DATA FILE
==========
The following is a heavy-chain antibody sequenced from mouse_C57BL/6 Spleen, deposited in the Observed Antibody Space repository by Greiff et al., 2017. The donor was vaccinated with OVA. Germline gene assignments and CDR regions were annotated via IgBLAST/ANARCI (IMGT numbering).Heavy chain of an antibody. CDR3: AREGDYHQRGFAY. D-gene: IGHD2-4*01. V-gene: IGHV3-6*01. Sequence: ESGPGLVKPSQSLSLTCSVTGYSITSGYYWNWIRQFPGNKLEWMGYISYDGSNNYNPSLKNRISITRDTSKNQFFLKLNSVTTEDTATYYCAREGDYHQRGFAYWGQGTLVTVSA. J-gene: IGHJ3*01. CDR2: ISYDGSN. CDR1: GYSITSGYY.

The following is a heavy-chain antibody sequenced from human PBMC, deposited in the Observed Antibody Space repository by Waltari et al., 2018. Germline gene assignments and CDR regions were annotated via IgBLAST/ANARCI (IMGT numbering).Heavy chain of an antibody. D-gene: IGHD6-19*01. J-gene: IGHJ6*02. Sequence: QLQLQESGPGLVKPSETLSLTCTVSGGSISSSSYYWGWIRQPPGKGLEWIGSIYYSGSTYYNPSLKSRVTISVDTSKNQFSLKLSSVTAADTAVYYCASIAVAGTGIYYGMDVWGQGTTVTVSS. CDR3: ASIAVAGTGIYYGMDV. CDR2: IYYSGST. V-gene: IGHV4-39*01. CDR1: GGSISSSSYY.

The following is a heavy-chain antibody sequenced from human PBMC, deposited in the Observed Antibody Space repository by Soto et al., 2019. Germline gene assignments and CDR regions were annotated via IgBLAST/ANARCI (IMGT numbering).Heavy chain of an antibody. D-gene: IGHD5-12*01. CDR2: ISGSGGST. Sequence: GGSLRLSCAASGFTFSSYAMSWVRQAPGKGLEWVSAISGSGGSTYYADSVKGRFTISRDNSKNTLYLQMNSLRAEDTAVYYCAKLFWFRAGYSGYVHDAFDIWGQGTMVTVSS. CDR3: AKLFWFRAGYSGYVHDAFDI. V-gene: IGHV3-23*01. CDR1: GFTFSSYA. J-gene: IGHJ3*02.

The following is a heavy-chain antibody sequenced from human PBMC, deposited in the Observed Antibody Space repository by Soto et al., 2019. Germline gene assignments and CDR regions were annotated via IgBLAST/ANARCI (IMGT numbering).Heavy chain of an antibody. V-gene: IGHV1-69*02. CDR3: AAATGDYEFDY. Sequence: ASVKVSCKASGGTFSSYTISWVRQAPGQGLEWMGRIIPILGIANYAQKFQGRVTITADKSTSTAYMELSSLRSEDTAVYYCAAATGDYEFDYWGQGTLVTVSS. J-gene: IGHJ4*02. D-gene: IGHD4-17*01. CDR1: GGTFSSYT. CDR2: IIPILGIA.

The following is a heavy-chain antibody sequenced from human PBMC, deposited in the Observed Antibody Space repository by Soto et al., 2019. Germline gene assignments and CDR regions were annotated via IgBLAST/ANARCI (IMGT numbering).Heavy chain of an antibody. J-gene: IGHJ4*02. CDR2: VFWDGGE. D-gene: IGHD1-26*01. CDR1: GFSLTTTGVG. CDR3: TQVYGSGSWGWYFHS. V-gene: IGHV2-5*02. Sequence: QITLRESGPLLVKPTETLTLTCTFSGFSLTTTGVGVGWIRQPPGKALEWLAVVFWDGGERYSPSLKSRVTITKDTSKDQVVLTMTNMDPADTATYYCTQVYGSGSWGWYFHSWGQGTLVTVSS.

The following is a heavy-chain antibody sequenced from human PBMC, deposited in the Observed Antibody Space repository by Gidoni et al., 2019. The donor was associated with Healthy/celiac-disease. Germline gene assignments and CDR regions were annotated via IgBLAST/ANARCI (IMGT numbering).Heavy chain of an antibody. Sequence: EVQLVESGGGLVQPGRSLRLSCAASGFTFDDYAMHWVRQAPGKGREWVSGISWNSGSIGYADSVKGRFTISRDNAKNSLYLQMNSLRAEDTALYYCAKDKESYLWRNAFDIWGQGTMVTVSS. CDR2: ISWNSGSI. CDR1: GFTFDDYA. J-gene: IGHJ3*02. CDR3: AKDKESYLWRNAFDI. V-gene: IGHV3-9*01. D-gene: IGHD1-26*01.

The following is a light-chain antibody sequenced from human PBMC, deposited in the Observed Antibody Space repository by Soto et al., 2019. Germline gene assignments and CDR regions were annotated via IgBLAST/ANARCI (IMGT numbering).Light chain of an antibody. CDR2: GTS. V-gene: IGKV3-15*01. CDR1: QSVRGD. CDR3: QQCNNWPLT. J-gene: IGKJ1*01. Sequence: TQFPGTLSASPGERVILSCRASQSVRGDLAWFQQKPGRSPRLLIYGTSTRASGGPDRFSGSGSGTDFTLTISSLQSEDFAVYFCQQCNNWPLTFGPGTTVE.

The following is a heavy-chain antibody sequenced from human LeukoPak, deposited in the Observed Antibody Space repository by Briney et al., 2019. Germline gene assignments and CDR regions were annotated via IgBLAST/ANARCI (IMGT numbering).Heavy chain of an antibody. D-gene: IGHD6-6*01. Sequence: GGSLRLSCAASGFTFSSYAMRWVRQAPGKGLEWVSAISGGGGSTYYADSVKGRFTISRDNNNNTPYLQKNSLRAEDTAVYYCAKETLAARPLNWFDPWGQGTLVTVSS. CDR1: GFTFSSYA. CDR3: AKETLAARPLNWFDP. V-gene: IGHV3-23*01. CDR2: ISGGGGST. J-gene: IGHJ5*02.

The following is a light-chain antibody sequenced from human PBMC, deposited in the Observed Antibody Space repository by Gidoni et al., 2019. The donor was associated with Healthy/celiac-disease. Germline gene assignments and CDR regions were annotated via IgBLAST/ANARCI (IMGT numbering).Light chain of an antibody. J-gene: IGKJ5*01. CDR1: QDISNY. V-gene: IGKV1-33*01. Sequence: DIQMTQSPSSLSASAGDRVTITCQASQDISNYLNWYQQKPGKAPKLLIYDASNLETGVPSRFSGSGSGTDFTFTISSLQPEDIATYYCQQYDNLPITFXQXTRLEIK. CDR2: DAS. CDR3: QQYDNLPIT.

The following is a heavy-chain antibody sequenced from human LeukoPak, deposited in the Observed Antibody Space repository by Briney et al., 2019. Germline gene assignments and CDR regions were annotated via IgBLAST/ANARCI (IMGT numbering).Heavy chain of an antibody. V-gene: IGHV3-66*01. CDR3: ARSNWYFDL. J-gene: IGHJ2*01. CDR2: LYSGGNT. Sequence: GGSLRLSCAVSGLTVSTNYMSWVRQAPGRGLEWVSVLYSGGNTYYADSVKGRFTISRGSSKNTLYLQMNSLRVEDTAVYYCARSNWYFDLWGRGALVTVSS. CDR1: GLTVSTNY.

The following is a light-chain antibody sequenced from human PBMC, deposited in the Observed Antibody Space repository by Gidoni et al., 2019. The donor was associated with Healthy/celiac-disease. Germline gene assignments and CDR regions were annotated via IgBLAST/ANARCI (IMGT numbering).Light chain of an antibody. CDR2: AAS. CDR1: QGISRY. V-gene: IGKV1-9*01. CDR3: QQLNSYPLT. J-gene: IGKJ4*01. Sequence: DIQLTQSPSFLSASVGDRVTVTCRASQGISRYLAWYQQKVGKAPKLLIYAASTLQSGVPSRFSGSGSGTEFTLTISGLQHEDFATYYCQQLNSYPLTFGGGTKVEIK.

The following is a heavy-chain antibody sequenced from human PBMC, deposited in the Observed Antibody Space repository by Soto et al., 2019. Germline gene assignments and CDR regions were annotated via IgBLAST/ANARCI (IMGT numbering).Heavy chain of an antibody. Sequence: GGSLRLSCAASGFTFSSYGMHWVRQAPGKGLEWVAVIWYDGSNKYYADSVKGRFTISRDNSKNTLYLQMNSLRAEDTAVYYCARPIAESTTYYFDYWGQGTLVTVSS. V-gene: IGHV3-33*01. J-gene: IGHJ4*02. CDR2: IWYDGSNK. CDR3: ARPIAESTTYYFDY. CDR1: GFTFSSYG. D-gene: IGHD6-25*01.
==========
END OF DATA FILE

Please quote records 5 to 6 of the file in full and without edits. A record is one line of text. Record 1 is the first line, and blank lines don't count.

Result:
The following is a heavy-chain antibody sequenced from human PBMC, deposited in the Observed Antibody Space repository by Soto et al., 2019. Germline gene assignments and CDR regions were annotated via IgBLAST/ANARCI (IMGT numbering).Heavy chain of an antibody. J-gene: IGHJ4*02. CDR2: VFWDGGE. D-gene: IGHD1-26*01. CDR1: GFSLTTTGVG. CDR3: TQVYGSGSWGWYFHS. V-gene: IGHV2-5*02. Sequence: QITLRESGPLLVKPTETLTLTCTFSGFSLTTTGVGVGWIRQPPGKALEWLAVVFWDGGERYSPSLKSRVTITKDTSKDQVVLTMTNMDPADTATYYCTQVYGSGSWGWYFHSWGQGTLVTVSS.

The following is a heavy-chain antibody sequenced from human PBMC, deposited in the Observed Antibody Space repository by Gidoni et al., 2019. The donor was associated with Healthy/celiac-disease. Germline gene assignments and CDR regions were annotated via IgBLAST/ANARCI (IMGT numbering).Heavy chain of an antibody. Sequence: EVQLVESGGGLVQPGRSLRLSCAASGFTFDDYAMHWVRQAPGKGREWVSGISWNSGSIGYADSVKGRFTISRDNAKNSLYLQMNSLRAEDTALYYCAKDKESYLWRNAFDIWGQGTMVTVSS. CDR2: ISWNSGSI. CDR1: GFTFDDYA. J-gene: IGHJ3*02. CDR3: AKDKESYLWRNAFDI. V-gene: IGHV3-9*01. D-gene: IGHD1-26*01.